The amygdala was the primary emotional hijacking culprit outlined by Goleman (1995). The amygdala receives connections directly from the thalamus; which functions as the sensory switchboard of the brain. Although this route is primitive, it is incredibly fast; ensuring quick instinctive responses in survival situations. A secondary route comes through the sensory cortex. This route is more realistic, yet slower (Phelps & LeDoux, 2005). The amygdala interprets these basic building blocks of sensory experience, and initiates a series of changes in the brain if they are deemed threatening. The amygdala can release hormones and neurotransmitters to ‘switch off’ or dampen activity in certain brain regions (LeDoux, 2007; Garcia, Voimba, Baudry, and Thompson, 1999). Monoamine oxidase is a chemical in the brain that breaks down serotonin, dopamine and noradrenaline. People with a certain variant of a gene that encodes this chemical, known as MAOA-L, demonstrate an increased amygdala response, and less control over emotional urges (Hunter, 2010). Interestingly, these individuals are only more aggressive when provoked (McDermott, Tingly, Cowden, Frazzetto, & Johnson, 2009). Another gene that encodes MAO-A; MAOA-uVNTR, has been found to play a role in panic attacks and agoraphobia (Reif et al., 2013). The reward pathway is evident in various types of addiction, which can lead people to act antisocially and take risks without forethought. Addiction is thought to be controlled by the striatum region of the brain, which contains the tegmental area (where dopamine is manufactured), and the nucleus accumbens; a brain region involved in reward and reinforcement (Wise, 2002). Everitt and Robbins (2005) stated that drug addiction was due to the striatum gaining more control over behavior than the frontal lobes. The insular cortex plays a variety of roles; however, its main role is the integration of bodily states into a sense of a whole self, a process known as Interoception (Craig, 2009). The insular cortex plays a large role in emotional hijackings, given that it is responsible for the bodily experience of emotion. The insula has been found to play a major role in drug cravings (Naqvi & Bechara, 2009) and in panic disorder (Gorka, Nelson, Phan, & Shankman, 2014). Top down inhibition is the ability of higher cortical areas in the frontal lobe to inhibit the impulsive, emotionally charged signals sent by the lower ‘reptilian brain’. Top down inhibition is imperative to long-term goal-directed activity and proper socialization. Etkin, Egner, Peraza, Kandel, and Hirsh (2006) investigated the effect of the anterior cingulate cortex on amygdala activity. They used a stroop test which presented either happy or fearful faces with the words ‘happy’ or ‘fear’ over the top. Subjects had to determine whether the pictures and words were congruent or incongruent. They found that activation of the rostral anterior cingulate cortex during the conflict-inducing stroop test was associated with decreased activation in the amygdala, suggesting that this activation resolved the conflict created by the amygdala. The Orbito Frontal Cortex (OFC) is largely responsible for the learned value of environmental stimuli. Crews and Boettiger (2009) summarised a number of research studies which found that addiction was related to low orbitofrontal activity. Case study of Phineas Gage: Phineas Gage was a railway construction worker in the 1850s. One day, while pushing explosives into a small hole to clear rock, Phineas became distracted and inadvertently ignited the powder, sending a 3.2 cm thick, 1.1 metre long iron rod through his left frontal lobe. The enormous changes in personality that occurred in Phineas as a result of this have been widely documented. His doctor, John Harlow had this too say:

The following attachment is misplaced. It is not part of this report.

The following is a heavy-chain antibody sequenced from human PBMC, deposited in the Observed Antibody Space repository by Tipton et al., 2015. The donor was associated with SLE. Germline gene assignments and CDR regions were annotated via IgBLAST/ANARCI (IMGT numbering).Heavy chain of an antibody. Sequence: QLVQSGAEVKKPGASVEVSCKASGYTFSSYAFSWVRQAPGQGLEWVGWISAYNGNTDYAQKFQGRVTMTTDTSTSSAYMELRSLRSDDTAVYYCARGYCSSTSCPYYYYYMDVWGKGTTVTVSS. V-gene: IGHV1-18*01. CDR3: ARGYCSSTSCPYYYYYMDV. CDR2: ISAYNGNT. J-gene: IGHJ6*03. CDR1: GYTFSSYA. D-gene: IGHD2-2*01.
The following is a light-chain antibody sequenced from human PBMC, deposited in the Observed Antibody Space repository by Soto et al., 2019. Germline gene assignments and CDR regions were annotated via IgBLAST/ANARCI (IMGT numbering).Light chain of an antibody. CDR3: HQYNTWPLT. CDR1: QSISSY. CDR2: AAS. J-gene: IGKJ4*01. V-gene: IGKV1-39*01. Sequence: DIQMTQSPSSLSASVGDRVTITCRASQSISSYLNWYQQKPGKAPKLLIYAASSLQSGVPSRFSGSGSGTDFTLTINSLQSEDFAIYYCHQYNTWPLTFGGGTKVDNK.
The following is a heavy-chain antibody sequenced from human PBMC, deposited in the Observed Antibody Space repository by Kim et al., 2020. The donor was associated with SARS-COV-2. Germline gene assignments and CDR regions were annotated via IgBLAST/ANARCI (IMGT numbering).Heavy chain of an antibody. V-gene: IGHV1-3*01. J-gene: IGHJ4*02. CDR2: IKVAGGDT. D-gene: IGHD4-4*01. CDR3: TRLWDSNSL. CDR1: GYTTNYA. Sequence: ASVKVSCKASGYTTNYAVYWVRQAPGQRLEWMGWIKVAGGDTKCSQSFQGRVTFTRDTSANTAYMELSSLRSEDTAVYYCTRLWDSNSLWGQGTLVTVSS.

“He is fitful, irreverent, indulging at times in the grossest profanity (which was not previously his custom), manifesting but little deference for his fellows, impatient of restraint or advice when it conflicts with his desires. … A child in his intellectual capacity and manifestations, he has the animal passions of a strong man. Previous to his injury, though untrained in the schools, he possessed a well-balanced mind, and was looked upon by those who knew him as a shrewd, smart business man, very energetic and persistent in executing all his plans of operation” ”
|—(Harlow, 1993, p 277)|
Harlows‘ description of Phineas shows how necessary the frontal lobe is to emotional control. Without it, the subcortical structures have nothing to hijack. They are all that is left to control behaviour. So we know how and why emotional hijacking is caused. What can be done about it? Emotional intelligence theory follows the same motivation as positive psychology; to increase strengths instead of decreasing psychopathology. It was first outlined by Mayer and Salovey (1990) Emotional intelligence was defined as: